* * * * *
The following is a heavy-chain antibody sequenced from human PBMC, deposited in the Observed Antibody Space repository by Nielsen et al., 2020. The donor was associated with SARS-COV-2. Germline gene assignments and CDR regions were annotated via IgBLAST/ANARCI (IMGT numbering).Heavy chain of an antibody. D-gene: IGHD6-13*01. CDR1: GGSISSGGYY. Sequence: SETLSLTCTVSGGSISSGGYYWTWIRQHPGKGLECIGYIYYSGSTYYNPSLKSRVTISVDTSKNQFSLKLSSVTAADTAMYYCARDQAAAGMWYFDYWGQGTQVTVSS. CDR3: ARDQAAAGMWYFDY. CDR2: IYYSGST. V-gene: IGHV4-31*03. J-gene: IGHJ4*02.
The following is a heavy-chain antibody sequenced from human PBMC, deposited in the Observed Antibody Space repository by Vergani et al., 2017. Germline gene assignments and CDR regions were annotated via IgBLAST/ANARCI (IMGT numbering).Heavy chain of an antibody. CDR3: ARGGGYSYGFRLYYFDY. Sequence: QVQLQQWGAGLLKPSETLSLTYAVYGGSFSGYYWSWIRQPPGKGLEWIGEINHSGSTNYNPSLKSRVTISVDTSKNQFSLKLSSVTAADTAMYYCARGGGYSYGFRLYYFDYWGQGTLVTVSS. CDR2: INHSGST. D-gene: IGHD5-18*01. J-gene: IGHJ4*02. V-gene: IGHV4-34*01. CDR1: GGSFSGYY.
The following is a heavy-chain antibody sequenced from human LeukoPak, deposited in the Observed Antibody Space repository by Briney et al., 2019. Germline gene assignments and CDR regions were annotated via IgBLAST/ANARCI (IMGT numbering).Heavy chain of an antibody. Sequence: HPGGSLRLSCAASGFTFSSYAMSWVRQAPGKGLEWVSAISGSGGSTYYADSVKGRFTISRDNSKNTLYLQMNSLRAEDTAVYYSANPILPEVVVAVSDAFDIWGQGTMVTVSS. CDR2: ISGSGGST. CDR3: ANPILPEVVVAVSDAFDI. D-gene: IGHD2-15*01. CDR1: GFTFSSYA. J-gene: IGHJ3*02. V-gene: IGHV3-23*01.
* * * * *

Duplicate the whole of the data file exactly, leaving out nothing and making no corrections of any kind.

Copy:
The following is a heavy-chain antibody sequenced from human PBMC, deposited in the Observed Antibody Space repository by Nielsen et al., 2020. The donor was associated with SARS-COV-2. Germline gene assignments and CDR regions were annotated via IgBLAST/ANARCI (IMGT numbering).Heavy chain of an antibody. D-gene: IGHD6-13*01. CDR1: GGSISSGGYY. Sequence: SETLSLTCTVSGGSISSGGYYWTWIRQHPGKGLECIGYIYYSGSTYYNPSLKSRVTISVDTSKNQFSLKLSSVTAADTAMYYCARDQAAAGMWYFDYWGQGTQVTVSS. CDR3: ARDQAAAGMWYFDY. CDR2: IYYSGST. V-gene: IGHV4-31*03. J-gene: IGHJ4*02.
The following is a heavy-chain antibody sequenced from human PBMC, deposited in the Observed Antibody Space repository by Vergani et al., 2017. Germline gene assignments and CDR regions were annotated via IgBLAST/ANARCI (IMGT numbering).Heavy chain of an antibody. CDR3: ARGGGYSYGFRLYYFDY. Sequence: QVQLQQWGAGLLKPSETLSLTYAVYGGSFSGYYWSWIRQPPGKGLEWIGEINHSGSTNYNPSLKSRVTISVDTSKNQFSLKLSSVTAADTAMYYCARGGGYSYGFRLYYFDYWGQGTLVTVSS. CDR2: INHSGST. D-gene: IGHD5-18*01. J-gene: IGHJ4*02. V-gene: IGHV4-34*01. CDR1: GGSFSGYY.
The following is a heavy-chain antibody sequenced from human LeukoPak, deposited in the Observed Antibody Space repository by Briney et al., 2019. Germline gene assignments and CDR regions were annotated via IgBLAST/ANARCI (IMGT numbering).Heavy chain of an antibody. Sequence: HPGGSLRLSCAASGFTFSSYAMSWVRQAPGKGLEWVSAISGSGGSTYYADSVKGRFTISRDNSKNTLYLQMNSLRAEDTAVYYSANPILPEVVVAVSDAFDIWGQGTMVTVSS. CDR2: ISGSGGST. CDR3: ANPILPEVVVAVSDAFDI. D-gene: IGHD2-15*01. CDR1: GFTFSSYA. J-gene: IGHJ3*02. V-gene: IGHV3-23*01.